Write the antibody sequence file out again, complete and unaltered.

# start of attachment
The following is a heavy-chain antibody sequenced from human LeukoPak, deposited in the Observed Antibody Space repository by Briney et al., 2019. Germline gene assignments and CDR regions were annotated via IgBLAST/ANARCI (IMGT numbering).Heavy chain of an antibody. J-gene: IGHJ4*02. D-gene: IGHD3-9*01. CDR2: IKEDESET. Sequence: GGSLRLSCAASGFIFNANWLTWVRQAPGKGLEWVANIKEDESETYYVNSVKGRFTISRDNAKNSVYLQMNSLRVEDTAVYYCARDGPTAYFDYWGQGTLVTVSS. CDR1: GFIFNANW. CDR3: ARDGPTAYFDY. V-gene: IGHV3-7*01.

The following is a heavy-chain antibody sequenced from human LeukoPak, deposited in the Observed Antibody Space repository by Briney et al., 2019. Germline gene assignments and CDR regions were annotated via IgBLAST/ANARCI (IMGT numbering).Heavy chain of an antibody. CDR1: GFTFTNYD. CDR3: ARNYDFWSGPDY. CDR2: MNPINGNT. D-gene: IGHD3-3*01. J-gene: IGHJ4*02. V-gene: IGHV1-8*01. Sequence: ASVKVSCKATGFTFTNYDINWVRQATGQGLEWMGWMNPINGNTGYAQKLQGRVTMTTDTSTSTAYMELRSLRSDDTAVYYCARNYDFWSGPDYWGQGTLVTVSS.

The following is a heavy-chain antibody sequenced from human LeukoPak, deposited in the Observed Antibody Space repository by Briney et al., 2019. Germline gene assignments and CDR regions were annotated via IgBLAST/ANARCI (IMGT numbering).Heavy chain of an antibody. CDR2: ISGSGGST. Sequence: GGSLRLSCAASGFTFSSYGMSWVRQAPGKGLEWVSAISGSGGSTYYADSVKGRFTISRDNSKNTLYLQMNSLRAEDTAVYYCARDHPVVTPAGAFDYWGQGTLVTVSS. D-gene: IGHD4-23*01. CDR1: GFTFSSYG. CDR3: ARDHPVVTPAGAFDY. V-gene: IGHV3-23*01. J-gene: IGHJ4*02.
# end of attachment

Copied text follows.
The following is a heavy-chain antibody sequenced from human LeukoPak, deposited in the Observed Antibody Space repository by Briney et al., 2019. Germline gene assignments and CDR regions were annotated via IgBLAST/ANARCI (IMGT numbering).Heavy chain of an antibody. J-gene: IGHJ4*02. D-gene: IGHD3-9*01. CDR2: IKEDESET. Sequence: GGSLRLSCAASGFIFNANWLTWVRQAPGKGLEWVANIKEDESETYYVNSVKGRFTISRDNAKNSVYLQMNSLRVEDTAVYYCARDGPTAYFDYWGQGTLVTVSS. CDR1: GFIFNANW. CDR3: ARDGPTAYFDY. V-gene: IGHV3-7*01.

The following is a heavy-chain antibody sequenced from human LeukoPak, deposited in the Observed Antibody Space repository by Briney et al., 2019. Germline gene assignments and CDR regions were annotated via IgBLAST/ANARCI (IMGT numbering).Heavy chain of an antibody. CDR1: GFTFTNYD. CDR3: ARNYDFWSGPDY. CDR2: MNPINGNT. D-gene: IGHD3-3*01. J-gene: IGHJ4*02. V-gene: IGHV1-8*01. Sequence: ASVKVSCKATGFTFTNYDINWVRQATGQGLEWMGWMNPINGNTGYAQKLQGRVTMTTDTSTSTAYMELRSLRSDDTAVYYCARNYDFWSGPDYWGQGTLVTVSS.

The following is a heavy-chain antibody sequenced from human LeukoPak, deposited in the Observed Antibody Space repository by Briney et al., 2019. Germline gene assignments and CDR regions were annotated via IgBLAST/ANARCI (IMGT numbering).Heavy chain of an antibody. CDR2: ISGSGGST. Sequence: GGSLRLSCAASGFTFSSYGMSWVRQAPGKGLEWVSAISGSGGSTYYADSVKGRFTISRDNSKNTLYLQMNSLRAEDTAVYYCARDHPVVTPAGAFDYWGQGTLVTVSS. D-gene: IGHD4-23*01. CDR1: GFTFSSYG. CDR3: ARDHPVVTPAGAFDY. V-gene: IGHV3-23*01. J-gene: IGHJ4*02.